About 18 months ago, my older brother graduated from Ohio State University. He still lives in Columbus today in a small rowhouse with his girlfriend and their cat, Dorian Gray.
Tony is a night manager at a local movie theater, making just $11.50 an hour and, because they’re understaffed, working upwards of 40 to 50 hours a week.
And yet, at home over Thanksgiving break, he was asking my dad all about how to invest in the stock market and start saving for retirement, and chatted about where he’d like to take his girlfriend on an overseas trip.
Turns out, my brother, the English major we were all so worried about when he neglected to go to graduate school, and who will turn 23 in April without ever having held a salaried job, has an abundance of disposable income.
Hearing about his life over break got me thinking: It often feels like GW’s culture dictates that neglecting to secure a hotshot, full-time, salaried entry-level job straight out of college in a flashy place like D.C. or Manhattan is a failure.
After all, that’s why we fill our summers with (often unpaid) internships – to make us the best, shiniest, sparkliest candidate come application season. I’ve just begun my job hunt for summer 2015 and am feeling this pressure already.
But in just the short period of time following his graduation, my brother has been able to find not just the ability to make ends meet, but happiness, living what’s essentially a working-class life. As we close out 2014 and seniors begin to think about post-graduation options, we shouldn’t forget that success can be defined in ways other than finding work at a place with name recognition. In fact, we should strongly consider thinking outside the box – about jobs that will pay us well enough to just get by.
Now, of course, the linchpin of all this is a subject with which D.C. residents are all too familiar: rent prices. For a one-bedroom with an updated kitchen one block away from Columbus’ hippest area, Tony and his girlfriend pay in total, between them, $700 a month in rent.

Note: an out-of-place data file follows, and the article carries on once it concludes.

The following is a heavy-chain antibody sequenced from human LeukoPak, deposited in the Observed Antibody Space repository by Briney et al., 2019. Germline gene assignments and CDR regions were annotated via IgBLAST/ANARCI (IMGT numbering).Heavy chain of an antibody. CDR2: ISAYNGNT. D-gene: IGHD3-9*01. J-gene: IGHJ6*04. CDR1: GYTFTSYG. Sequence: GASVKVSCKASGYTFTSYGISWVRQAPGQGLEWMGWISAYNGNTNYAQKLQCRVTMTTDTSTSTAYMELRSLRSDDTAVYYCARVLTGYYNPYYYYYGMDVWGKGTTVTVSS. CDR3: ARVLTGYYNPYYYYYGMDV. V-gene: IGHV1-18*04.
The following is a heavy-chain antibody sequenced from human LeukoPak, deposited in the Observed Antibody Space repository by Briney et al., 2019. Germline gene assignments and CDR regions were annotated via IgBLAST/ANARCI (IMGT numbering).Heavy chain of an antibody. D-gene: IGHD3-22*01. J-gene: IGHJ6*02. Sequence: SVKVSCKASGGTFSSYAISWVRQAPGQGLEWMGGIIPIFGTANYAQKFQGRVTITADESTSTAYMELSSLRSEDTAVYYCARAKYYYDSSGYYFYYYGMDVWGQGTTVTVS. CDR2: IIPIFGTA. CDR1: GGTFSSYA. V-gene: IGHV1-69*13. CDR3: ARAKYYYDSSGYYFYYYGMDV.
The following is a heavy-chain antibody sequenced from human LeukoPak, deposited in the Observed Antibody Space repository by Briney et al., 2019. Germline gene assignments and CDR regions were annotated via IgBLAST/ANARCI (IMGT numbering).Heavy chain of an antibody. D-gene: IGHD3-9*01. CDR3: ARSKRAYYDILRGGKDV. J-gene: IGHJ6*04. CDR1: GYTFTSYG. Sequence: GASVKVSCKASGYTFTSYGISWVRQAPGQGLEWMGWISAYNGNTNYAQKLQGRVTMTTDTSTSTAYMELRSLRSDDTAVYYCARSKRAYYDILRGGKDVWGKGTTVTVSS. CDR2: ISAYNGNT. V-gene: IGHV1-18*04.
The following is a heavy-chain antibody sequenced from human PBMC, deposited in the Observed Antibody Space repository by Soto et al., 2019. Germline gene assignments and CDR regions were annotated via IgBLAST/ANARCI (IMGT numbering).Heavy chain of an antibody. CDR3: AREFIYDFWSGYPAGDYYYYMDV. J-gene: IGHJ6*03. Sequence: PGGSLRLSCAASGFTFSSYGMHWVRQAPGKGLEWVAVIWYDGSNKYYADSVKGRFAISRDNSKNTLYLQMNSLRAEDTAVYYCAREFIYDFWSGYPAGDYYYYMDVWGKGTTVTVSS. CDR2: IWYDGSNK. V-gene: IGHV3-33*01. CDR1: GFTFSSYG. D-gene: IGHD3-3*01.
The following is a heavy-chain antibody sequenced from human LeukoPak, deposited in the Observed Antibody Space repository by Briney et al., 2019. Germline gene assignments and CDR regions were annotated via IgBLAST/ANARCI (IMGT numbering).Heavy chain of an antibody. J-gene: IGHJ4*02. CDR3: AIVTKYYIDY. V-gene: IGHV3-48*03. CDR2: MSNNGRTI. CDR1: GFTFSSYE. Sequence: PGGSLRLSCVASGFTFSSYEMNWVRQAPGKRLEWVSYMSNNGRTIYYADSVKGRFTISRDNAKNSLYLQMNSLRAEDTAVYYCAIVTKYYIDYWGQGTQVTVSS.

I don’t know about you, but upon hearing that, my jaw dropped and my heart hurt. The average D.C. resident spends more than double that – close to $1,500 – each month on housing, and places on Foggy Bottom can be even worse. (According to my brother, for what I pay for my one-bedroom-plus-den on L Street, I could swing a three-bedroom pad right on OSU’s campus.)
Obviously, there’s a huge difference between our two cities, and that’s the main reason why Tony is able to live the way he is. But GW students should think about expanding the scope of their job hunts outside of D.C., and outside of some of the country’s other most expensive cities, like San Francisco, Seattle and Minneapolis.
These metropolises are of course great cities to live in, especially for young professionals, but let’s not discount the high quality of life you might be able to find in groovy places like Tucson, Ariz., Memphis, Tenn., or Louisville, Ky., which all landed on CBS MoneyWatch’s 2013 list of the top-10 cheapest U.S. cities to rent an apartment.
Winding up somewhere lesser-known doesn’t represent a failure on your part, and it doesn’t mean you’re lazy for not reaching for the highest tree branch right away.
My brother also seems, plain and simple, content. Though his job is a ton of work, he’s learning about how to run a movie theater, as well as invaluable management skills. He doesn’t have any concrete plans for his immediate future, either, besides continuing to subsist the way he has been – but he doesn’t seem to care.
He’s even casting about for exciting ways to spend his 20s, a time he sees as offering him the first real taste of independence since college and the last chance to have adventures before being locked down by having kids in his 30s: He’s talking international vacations and big purchases for his home.
These may not be the kind of long-term plans GW students are used to hearing, but they’re working for people like my brother and they could work for us, too. We shouldn’t buckle to the pressure to succeed so early on that we forget to live our lives as young adults.
Robin Jones Kerr, a senior majoring in journalism, is The Hatchet’s opinions editor.